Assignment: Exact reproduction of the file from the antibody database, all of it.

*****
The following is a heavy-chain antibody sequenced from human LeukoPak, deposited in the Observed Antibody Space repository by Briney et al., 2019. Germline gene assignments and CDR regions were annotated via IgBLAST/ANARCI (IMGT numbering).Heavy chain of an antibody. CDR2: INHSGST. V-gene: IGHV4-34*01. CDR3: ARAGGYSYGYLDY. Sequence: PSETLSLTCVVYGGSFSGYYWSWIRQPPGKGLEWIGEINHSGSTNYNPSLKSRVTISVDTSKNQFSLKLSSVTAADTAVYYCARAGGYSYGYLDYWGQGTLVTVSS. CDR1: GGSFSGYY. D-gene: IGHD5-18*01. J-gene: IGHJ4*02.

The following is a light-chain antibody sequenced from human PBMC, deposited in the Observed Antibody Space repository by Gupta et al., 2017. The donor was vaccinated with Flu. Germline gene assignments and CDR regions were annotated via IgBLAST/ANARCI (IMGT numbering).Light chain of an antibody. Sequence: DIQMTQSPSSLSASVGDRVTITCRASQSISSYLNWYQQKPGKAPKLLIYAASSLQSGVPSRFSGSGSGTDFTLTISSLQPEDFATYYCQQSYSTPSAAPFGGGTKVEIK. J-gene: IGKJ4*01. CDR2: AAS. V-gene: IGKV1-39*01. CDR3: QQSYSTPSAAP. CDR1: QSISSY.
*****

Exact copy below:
The following is a heavy-chain antibody sequenced from human LeukoPak, deposited in the Observed Antibody Space repository by Briney et al., 2019. Germline gene assignments and CDR regions were annotated via IgBLAST/ANARCI (IMGT numbering).Heavy chain of an antibody. CDR2: INHSGST. V-gene: IGHV4-34*01. CDR3: ARAGGYSYGYLDY. Sequence: PSETLSLTCVVYGGSFSGYYWSWIRQPPGKGLEWIGEINHSGSTNYNPSLKSRVTISVDTSKNQFSLKLSSVTAADTAVYYCARAGGYSYGYLDYWGQGTLVTVSS. CDR1: GGSFSGYY. D-gene: IGHD5-18*01. J-gene: IGHJ4*02.

The following is a light-chain antibody sequenced from human PBMC, deposited in the Observed Antibody Space repository by Gupta et al., 2017. The donor was vaccinated with Flu. Germline gene assignments and CDR regions were annotated via IgBLAST/ANARCI (IMGT numbering).Light chain of an antibody. Sequence: DIQMTQSPSSLSASVGDRVTITCRASQSISSYLNWYQQKPGKAPKLLIYAASSLQSGVPSRFSGSGSGTDFTLTISSLQPEDFATYYCQQSYSTPSAAPFGGGTKVEIK. J-gene: IGKJ4*01. CDR2: AAS. V-gene: IGKV1-39*01. CDR3: QQSYSTPSAAP. CDR1: QSISSY.